Looking to plan a weekend in Joshua Tree? Check out this overview of our 2-day itinerary.
Here is the first of six posts detailing our weekend in Joshua Tree National Park. The area is rich with photographic opportunity — I took 1,800 photos over two days… and kept 800. From there I’ve culled it down to around 250 to share here over the next week.
Kelley and I depart Los Angeles at 7am on Saturday morning. We stop at our favorite local coffee joint Priscilla’s for drinks — blueberry vanilla iced coffee! — and then hit the road.
We drive to Hadley Fruit Orchard (near Palm Springs) for a bathroom break and to check out their date milkshakes. It’s too early for a full one, but the woman behind the counter lets us sample the regular date milkshake and banana date milkshake. OMG — they are so good. I wish I had room for a full one. Kelley gets a peanut butter-stuffed date for a snack later. They have samples of other items like dried fruit, nuts, trail mix, popcorn, marshmallows, etc. It all looks good. Worth noting: Hadley Fruit Orchard is located at the same exit as the Palm Springs outlet mall.
From there, we continue on another 45 minutes to the Joshua Tree Visitor’s Center. It’s a scenic drive along the mountains; the most noteworthy feature (which you’ll recognize if you’ve been to Palm Springs) is the wind farms used to generate power. Very cool to see this in action.
We arrive at the main Visitor’s Center just outside the park and stop in to pick up a map. Kelley poses with this Joshua Tree — speaking of which, it’s pretty remarkable that as soon as you enter the park, these trees suddenly sprout up everywhere. They’re so unique-looking.
I love National Park ranger programs! When I was a kid, my parents would take us out west to visit different parks each summer, and we loved the campfire and stargazing programs.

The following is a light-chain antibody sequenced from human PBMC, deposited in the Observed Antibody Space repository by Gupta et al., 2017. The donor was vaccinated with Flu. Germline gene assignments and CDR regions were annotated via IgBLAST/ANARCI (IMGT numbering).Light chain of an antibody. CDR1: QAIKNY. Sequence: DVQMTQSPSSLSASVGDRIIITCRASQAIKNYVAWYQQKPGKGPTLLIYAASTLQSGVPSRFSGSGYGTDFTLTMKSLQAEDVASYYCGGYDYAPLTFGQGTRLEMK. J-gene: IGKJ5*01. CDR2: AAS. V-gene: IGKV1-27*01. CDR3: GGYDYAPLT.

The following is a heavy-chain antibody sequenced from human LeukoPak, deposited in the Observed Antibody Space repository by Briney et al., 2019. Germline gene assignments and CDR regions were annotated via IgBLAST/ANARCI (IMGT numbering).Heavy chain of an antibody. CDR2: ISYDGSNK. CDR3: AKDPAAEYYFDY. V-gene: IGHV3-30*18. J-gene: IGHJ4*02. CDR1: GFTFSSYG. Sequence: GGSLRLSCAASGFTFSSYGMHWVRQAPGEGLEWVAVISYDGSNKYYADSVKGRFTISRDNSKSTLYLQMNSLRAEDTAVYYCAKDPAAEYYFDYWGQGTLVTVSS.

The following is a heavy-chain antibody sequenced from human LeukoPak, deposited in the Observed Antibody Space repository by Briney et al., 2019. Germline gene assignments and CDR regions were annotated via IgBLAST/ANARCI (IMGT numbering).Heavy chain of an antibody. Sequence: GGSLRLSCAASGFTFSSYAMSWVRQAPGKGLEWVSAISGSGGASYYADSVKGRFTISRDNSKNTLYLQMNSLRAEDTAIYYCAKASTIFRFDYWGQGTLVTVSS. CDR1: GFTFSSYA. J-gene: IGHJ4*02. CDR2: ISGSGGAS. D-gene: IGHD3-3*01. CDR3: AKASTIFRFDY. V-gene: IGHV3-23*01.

Here’s one other piece of info from the Joshua Tree Visitor’s Center — rangers host a coffee meet-up at Hidden Valley campground on weekend mornings at 8am (bring your mug!) as an info session for rock climbers. Joshua Tree is a mecca for climbers in southern California; they rocks here are pretty epic.
Thanks to Kelley for being the best Joshua Tree travel buddy!
Once inside the park, we are pretty eager to pull over and start photographing the trees. I know we’ll be seeing them all weekend, but I have to get a few quick photos right out of the gate.
En route to our first hike of the morning at Barker Dam, we stop briefly at Intersection Rock area for photos. The sky is so blue! The trees are so green! And there are rock climbers rappelling from impressive heights on these boulders. Very neat to watch.
Also: this is the area where we will return later tonight for sunset.
We hop back in the car and drive a few minutes down the road to Barker Dam. This is an easy hike — 1.8 miles and relatively flat, with scenic views.
At the end of the trail is a basin — and if it’s rained recently, that basin will fill with water and offer a lovely reflection of the surrounding rocks.
Such beauty. We’re lucky to see it full of water! When Kelley’s husband visited here a few months ago, this area was bone dry.
After taking photos from that viewpoint, we follow the path along part of the lake to where the actual dam is.
Here is the dam. Note the rock climbers scaling the wall above the water:
And then we return to the parking lot the same way we came.
Onwards to the next hike! More tomorrow!